I capped off day one with a visit with my mom. She has Parkinson's and had a very bad fall about a month ago, so she's staying in a nursing home while she rehabs her broken shoulder. I entered the nursing home with a zip-up hoodie on over the dress, as I didn't want my cleavage to give anyone a stroke, but once we were alone outside, I was able to show my mom the entire look.
She gushed about how I looked like a princess, but made sure to throw in a few boob comments for good measure (#blessed, thanks for the genes, mom!). When I wheeled her back inside (with said hoodie back on, of course), the nurses kept stopping me to ask what event I was going to and shower me in compliments.
The response had been mostly positive, and by the end of the first day, I felt elated. By forcing myself to get all dressed up and pushing myself out of my comfort zone, I wound up feeling more confident than I had expected to feel during this week.
After a well-received first day, I was considerably more pumped for day two, especially since Monday's dress was my absolute favorite of the bunch. I felt very Mother of Dragons in this light blue number from PromGirl (sold out on its site); powerful, commanding, badass, yet totally elegant.
I had a press preview for Fab.com that morning, and my husband had taken the day off, so that afternoon we headed into New York City. I hadn't warned any of my industry friends that I was doing this experiment, as I wanted all reactions to be genuine, but I was secretly slightly nervous about what the response would be once I got there. As I was mulling over my concerns, a woman stepped out of a bodega to yell, "I don't know what's happening, but you look amazing!" The compliment was enough to dissuade my fears, and a smile crept across my face. I knew it was going to be a fun day.
I was totally in the zone as I walked to the PATH station — shoulders back, head held high, an obvious strut in my step — so I didn't even notice anyone's reactions. John was trailing behind me, snapping away, and he said that people were constantly turning to look as I walked past. I'd love to say it was my confident vibe catching their attention, but truthfully, I imagine my vibrant red hair and the formal blue gown were the real eye catchers.
As I waited for the PATH train, I surveyed the people on the platform. Unlike when I was walking around outside, no one appeared to notice the woman in the fancy blue gown, and I felt myself beginning to relax a bit. Since this dress was very light and airy, it was easy to gather the skirt as I commuted in, and having my husband to hold things for me allowed me to focus solely on not tripping or getting my frock caught between the doors.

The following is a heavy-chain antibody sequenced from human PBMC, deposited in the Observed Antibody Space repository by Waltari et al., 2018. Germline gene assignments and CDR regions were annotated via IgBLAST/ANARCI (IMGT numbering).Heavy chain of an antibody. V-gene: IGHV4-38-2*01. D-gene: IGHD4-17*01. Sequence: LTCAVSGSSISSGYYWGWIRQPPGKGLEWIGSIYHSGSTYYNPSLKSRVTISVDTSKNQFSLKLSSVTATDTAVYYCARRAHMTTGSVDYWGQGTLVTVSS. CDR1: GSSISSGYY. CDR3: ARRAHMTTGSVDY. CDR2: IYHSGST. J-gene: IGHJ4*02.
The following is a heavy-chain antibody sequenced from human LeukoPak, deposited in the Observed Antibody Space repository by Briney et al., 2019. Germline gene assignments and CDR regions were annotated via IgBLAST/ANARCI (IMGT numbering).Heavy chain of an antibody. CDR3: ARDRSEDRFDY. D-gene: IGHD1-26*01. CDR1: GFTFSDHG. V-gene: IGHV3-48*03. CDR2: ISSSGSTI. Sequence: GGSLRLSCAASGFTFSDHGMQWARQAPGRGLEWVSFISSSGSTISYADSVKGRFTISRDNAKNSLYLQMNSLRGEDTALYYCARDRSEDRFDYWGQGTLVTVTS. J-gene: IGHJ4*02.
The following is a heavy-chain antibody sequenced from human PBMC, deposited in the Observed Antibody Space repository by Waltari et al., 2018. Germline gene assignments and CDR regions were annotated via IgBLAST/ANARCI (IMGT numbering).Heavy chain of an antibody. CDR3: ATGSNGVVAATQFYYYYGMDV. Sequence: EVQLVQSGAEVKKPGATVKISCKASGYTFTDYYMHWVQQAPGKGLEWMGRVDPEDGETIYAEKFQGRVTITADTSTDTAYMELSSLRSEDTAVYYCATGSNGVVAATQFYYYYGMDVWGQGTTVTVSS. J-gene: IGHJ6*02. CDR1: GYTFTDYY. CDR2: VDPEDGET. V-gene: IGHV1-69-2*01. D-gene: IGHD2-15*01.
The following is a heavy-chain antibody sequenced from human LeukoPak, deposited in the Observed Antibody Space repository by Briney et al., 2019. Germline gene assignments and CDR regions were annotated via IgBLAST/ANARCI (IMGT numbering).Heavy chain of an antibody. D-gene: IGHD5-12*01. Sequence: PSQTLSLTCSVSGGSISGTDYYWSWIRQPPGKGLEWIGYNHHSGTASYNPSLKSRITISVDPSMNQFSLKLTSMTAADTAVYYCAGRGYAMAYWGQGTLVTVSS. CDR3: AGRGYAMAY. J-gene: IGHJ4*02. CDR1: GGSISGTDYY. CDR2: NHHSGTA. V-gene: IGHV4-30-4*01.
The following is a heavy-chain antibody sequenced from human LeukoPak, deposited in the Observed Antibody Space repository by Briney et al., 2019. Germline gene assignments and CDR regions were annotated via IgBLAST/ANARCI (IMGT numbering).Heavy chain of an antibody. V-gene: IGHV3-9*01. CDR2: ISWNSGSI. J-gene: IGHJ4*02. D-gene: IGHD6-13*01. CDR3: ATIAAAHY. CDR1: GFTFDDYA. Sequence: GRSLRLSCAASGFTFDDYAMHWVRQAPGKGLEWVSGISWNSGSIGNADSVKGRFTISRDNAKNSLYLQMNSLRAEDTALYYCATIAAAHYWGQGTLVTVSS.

When I arrived at the press preview, the look of shock was clear. My friends had a few chuckles as I explained what I was doing, and they peppered me with questions as we walked around the apartment. As I talked shop, I noticed the other attendees' confused looks, and I couldn't help but smirk while I wandered from room to room. One woman asked to take my photo and tagged me in it on Twitter later that day.
After we left the preview, we sauntered down the street, trying to decide where to head next, when I realized I was near one of my old haunts, Pieces. It's a gay bar around 9th street and right by the PATH train, so it seemed like the perfect place to grab a quick drink and hopefully snap a few shots. I was not disappointed.
It was pretty calm in there at 4 p.m., nothing like the hundreds of rowdy nights I've had there with my friends over the years, and the most lively thing happening was a discussion about Inception. After slugging down one happy hour special, I inquired about taking a few photos in there (always good to be polite), and with their permission, I jumped onto the stage where I'd sung too many karaoke songs.
As I posed, throwing my skirt in the air and twirling, I imagined I was a captivating drag queen, lip-syncing for her life, and definitely not effing it up.
(Hopefully I made Ru proud, because I certainly was loving myself in that moment.)
We capped off our day with drinks and tapas at Raval, a brand new place in Jersey City. I loved its mosaic-covered booths, and I felt like I was holding court while I sipped my sangria. As the night wound down, I realized I was really loving this whole experiment.